Alkaloid Levels or Concentration:
While it’s not currently mandated to include alkaloid content by weight on the product labeling, it’s a good measure to take. At the very least, customers should be able to find out how much mitragynine and 7-hydroxymitragynine is in each product/strain, whether on the website or on the packaging. With kratom extracts, it’s very important to know the concentration (strength) of the extract.
Country of Origin:
Most current KCPA laws don’t require companies to report the country of origin on their products. However, given that most kratom is grown outside of the US, and there is a lot of misinformation about kratom strains circulating in the kratom community, it’s a great labeling component to look for.
As a refresher, #1–4 on this list are the legal minimums that you should be able to find on a kratom product’s label. A few states have proposed legislation to mandate list items #5-7, but such requirements haven’t yet been passed. Nevertheless, there are many reasons that kratom vendors should still include all of these items on the product labels, even in states where kratom is not yet regulated. A kratom vendor will better ensure the safety of their customers with thorough education and transparency.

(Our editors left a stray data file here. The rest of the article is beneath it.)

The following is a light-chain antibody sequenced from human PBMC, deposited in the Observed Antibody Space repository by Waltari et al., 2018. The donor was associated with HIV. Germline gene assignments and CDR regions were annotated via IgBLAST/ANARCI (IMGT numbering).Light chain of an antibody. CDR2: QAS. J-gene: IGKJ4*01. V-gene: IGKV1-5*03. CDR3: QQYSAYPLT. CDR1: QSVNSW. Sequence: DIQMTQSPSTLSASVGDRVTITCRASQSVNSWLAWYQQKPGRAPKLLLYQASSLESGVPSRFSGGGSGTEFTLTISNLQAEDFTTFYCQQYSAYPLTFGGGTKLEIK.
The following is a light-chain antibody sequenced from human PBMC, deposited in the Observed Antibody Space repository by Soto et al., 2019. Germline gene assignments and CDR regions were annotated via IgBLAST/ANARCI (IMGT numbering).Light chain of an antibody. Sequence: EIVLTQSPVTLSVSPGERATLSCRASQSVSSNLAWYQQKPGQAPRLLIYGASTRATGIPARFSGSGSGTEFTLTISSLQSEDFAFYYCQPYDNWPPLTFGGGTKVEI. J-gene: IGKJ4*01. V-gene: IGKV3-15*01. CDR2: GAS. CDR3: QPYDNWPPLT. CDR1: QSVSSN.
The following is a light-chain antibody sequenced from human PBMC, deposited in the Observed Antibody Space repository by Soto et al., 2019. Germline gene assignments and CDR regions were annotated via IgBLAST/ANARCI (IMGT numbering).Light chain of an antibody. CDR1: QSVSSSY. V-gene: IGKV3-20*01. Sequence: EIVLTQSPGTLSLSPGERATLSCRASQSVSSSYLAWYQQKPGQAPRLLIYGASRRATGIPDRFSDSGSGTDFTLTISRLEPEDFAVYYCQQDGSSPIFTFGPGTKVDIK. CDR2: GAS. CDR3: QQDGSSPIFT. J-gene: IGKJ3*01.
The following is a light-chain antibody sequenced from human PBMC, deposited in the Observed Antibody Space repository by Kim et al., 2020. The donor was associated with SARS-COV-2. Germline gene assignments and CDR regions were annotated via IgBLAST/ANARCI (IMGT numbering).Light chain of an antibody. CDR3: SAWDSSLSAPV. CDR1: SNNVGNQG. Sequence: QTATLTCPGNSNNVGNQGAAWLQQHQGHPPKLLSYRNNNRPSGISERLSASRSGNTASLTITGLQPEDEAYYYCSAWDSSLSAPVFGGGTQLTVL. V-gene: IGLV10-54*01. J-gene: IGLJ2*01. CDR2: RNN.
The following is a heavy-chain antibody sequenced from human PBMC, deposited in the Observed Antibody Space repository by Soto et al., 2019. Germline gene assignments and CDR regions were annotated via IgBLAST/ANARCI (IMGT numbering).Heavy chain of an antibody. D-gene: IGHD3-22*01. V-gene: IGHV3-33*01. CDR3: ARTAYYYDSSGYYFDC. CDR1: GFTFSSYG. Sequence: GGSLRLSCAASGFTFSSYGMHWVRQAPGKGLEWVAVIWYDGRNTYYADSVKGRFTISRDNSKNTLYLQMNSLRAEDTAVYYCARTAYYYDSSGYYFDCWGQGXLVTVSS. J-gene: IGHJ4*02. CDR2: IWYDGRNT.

Many of the recent lawsuits involve kratom extracts of varying strengths. The outcomes of these cases may set a precedent for including extract strength or concentration on the product label. Strength would hopefully be reported in terms of milligrams, as opposed to 5x, 10x, and the like. The latter terms aren’t consistent between producers, so they lack meaning and often confuse customers.
At the very least, you should be able to find out how strong the extract is on the product page of the website. If you can’t, definitely reach out to the vendor to find out how strong your kratom extract is.
As you can see, having proper kratom product labels involves more than just having the strain name spelled out. As you’ll soon find out, product labels are no joke when we cover some recent kratom lawsuits. Having inadequate product labeling is unfair to the consumer and can get a kratom vendor in trouble with the law.